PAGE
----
Of all the Hawaiian Islands, the Big Island is the only one whose adventures I never completely exhaust, not even when I lived there. But like on Oahu, Maui and Kauai, the tides of tourist development seem impossible to turn back or even slow down. That’s why it made me overjoyed recently to find both old and new spots on the Big Island where wildness still rules. Here’s how you can visit them yourself while practicing malama aina (love, respect and care for the land), a Native Hawaiian cultural tradition.
In the jet-black lava rock desert of the Kau district, Ka Lae (check out my Instagram photo, above) is the southernmost point in the USA. It’s said that the first Polynesian voyagers to reach Hawaii landed their canoes here, and for centuries afterward, return trips to Tahiti often launched from this sacred ground. Today you can drive here via local ranch lands (my travel companion couldn’t resist pointing out “The southernmost cows in the USA!”) and a high-tech wind farm. Park your car at the end of the rutted dirt road, then walk out to the ancient point, flayed by strong winds and high surf that crashes chaotically into the rocky shoreline. There’s not a resort hotel or tiki bar in sight, I promise.
Less than an hour’s drive away is the Kahuku Unit wilderness addition to Hawaii Volcanoes National Park. Although the park has owned this historic ranch since 2003, the unit has only been open on a limited basis to the public for the past few years. Across tranquil pasture land, through native forest and atop lava flows on the slopes of Mauna Loa volcano, several hikes let you escape the crowds over on North Kona and South Kohala beaches. Most varied of all, the Puu o Lokuana Trail barrels over an abandoned airstrip and climbs a cinder cone for views over dramatic lava all the way to the Pacific. The Kahuku Unit gates are currently only open between 9am and 3pm on Saturday and Sunday. Helpful rangers and volunteers at the entrance hand out hiking maps and give valuable tips and advice.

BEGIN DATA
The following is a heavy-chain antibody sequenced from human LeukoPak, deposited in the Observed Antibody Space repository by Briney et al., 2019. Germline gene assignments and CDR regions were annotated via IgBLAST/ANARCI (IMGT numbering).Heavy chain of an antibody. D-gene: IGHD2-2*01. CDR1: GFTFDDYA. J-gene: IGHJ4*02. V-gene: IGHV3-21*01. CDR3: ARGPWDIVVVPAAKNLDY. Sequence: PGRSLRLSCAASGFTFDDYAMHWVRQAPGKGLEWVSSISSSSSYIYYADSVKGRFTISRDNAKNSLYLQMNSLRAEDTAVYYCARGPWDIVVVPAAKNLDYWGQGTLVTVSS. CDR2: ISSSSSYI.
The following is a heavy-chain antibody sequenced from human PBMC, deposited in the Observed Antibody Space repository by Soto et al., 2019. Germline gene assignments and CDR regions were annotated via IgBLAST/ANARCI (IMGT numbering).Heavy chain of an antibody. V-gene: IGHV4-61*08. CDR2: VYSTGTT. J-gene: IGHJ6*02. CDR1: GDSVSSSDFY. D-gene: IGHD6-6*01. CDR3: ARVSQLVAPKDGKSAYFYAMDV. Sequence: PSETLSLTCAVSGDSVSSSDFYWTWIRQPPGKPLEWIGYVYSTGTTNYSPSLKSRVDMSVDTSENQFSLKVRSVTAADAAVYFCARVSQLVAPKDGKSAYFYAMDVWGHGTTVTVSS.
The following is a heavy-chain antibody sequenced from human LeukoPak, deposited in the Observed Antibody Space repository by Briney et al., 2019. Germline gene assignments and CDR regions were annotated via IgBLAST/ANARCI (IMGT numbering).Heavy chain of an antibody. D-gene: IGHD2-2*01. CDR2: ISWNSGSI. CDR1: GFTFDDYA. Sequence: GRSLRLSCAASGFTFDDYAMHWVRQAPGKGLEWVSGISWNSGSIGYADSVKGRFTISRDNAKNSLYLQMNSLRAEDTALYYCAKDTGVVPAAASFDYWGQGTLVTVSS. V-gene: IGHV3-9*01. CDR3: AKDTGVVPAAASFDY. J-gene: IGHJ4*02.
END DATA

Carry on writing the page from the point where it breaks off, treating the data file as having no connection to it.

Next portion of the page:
As a travel writer, I’ve rarely witnessed hotels being torn down, only built up (except for casino implosions in Las Vegas). Never before have I heard of a resort in Hawaii being demolished to make way for the restoration of ancient temples and cultural sites. But that’s exactly what is supposed to happen in Keauhou, south of Kailua-Kona. The Outrigger resort hotel here has closed and may be demolished as soon as 2015. Sponsored by Kamehameha Schools, Hawaiian heiau (temples) have already been restored, and plans call for building an outdoor education complex and community cultural center. In the interim, you can still visit these sacred Hawaiian sites by asking permission at the security guard shack. When I was there alone last week, hookupu (offering bundles) already lay atop the lava-rock altar and ancient Hawaiian petroglyphs were peeking out at low tide along the beach.
Where are your favorite wild spots in Hawaii? Tell everyone by leaving a comment below. Mahalo!
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Photo credits: Big Island of Hawaii (Sara J. Benson)